Choices made and the unknown consequences of Gastric Bypass
In 1996, I made the life altering decision to undergo gastric bypass surgery. Ballooning to a weight of 239 pounds, I was fully over 100 pounds overweight. As an emotional eater, I felt my life was out of control and dieting was not a viable option anymore.
My mother died in 1988 and within the next 8 years I moved three times and hated living in the state of Texas. The whole mentality of the Texas way of life was abhorrent to me and my children also felt the sting of judgment and pain from the constant barrage of heat, oil field gasses and overly religious sentiment. Turning to food for my solace, it was easy to put the weight on as a cushion for my pain.
During one of my drives to the only place I felt "at home", (a bookstore) I heard an advertisement for a weight loss alternative called "Neweigh" in Houston. I called for the information and made an appointment for an assessment. It was only a matter of weeks that I was in the hospital literally "under the knife". My surgery date was 7-3-1996. This was almost fifteen years ago to the day.
My children had gone to their father for the summer to visit, and my husband was barely present at the hospital to help me along. It was then I realized not only was my support team out of touch, but I was truly on my own. I would show them I would endure. The family was none to happy with me for taking this drastic step in the event that my surgery would have the potential to kill me on the table. Add to that, there was no real information out there as it was a relatively new surgical procedure. I only knew that as a prediabetic I would place myself in a health crisis that had already killed many of my relatives. For me, it was a no brainer.
I have never regretted having gastric bypass, although there are absorption issues still, and I have not lost as much weight as I would like. They told me there was "no turning back" after having it, but I did find that after a period of time, the stomach stretches a bit. I still regurgitate when I eat too much, and am now a full blown diabetic and suffer from other maladies. I am now 55 years old and still need to watch my weight and also need to take all manner of vitamins, whey drinks and other medications. There is no quick and dirty fix to the issue of obesity, and people like me are always at risk for "falling off the wagon".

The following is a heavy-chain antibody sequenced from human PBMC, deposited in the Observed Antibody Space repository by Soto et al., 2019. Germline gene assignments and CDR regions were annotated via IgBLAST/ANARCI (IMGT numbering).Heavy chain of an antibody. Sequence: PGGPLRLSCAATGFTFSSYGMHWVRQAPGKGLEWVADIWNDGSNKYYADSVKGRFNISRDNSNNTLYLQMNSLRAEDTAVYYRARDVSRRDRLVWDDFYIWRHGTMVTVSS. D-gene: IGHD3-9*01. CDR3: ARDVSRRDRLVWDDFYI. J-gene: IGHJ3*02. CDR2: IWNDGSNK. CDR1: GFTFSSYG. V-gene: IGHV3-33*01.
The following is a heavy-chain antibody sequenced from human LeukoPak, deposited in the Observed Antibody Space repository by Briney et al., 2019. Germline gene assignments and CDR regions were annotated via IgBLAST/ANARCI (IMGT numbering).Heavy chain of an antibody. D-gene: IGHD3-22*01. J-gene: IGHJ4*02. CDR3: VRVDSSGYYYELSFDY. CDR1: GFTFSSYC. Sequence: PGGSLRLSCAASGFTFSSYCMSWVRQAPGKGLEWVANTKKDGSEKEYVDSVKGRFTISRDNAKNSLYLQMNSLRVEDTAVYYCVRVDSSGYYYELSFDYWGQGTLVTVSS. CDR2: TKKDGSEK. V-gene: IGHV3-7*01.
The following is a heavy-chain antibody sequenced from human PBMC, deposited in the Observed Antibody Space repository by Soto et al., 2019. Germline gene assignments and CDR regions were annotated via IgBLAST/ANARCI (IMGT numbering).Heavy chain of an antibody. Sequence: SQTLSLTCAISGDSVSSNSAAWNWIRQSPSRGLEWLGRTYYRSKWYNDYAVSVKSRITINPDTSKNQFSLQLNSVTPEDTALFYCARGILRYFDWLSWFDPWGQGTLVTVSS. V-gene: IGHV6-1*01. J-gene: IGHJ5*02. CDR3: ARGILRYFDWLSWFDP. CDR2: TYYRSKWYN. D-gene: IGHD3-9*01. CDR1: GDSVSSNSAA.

Since we all have to eat, it is easy to be addicted to food. But it is the choices I make that get me into trouble. I have my days when I am doing well, and I have my days I am an angry diabetic and post operative patient. I do not think I fully have undergone the emotional part of my weight issues, and I do admit that freely. Whenever I feel stressed, sad or upset, I run for carbs. There is no "Carbohydrates anonymous" out there. Sure, there is weight watchers, and many other weight loss support groups, but I am not a fan of "clubs". It is difficult for me to discern my underlying issues as I am not an onlooker or bystander in this game of life. I still do not regret the surgery, but I do regret that I have not had health insurance for years o end that would afford me the opportunity for gastric repair.
I also can tell you very seriously, regular family doctors know nothing about gastric bypass. Your surgeon can assist you, but he/she is not the doctor you go to after the surgery. You need to have some kind of outlet for your angst, your stress and someone to bounce off of when you need to let things go. For me, living in the south appeared to be the catalyst for my demise into the abyss, although after surgery I had a fantastic job at a tax office, a great Masters program to attend and earn a degree at, and a job in higher education that led me onto finding better work in other places.
Not everything is black and white. I know the experience was one that was a path I needed to take at the time, and I look back with appreciation, not regret when I think of my decision. Now I need to get back on the horse again and get well, stay on track and keep my body in balance again. Life is a series of paths and each come to a point of choice. This was a good choice for the time and has led me to learn more about myself and the life I have come to earth to live.
More by this Author
The author examines identity in the movie CRASH
Albert Camus was a contemporary writer who lived in French Algeria during the 1940's. His philosophy, which was an extension of the philosophy of existentialism, explored the seemingly random meaninglessness of...
The author examines the words of one of her heroes: "Socrates" and our modern society.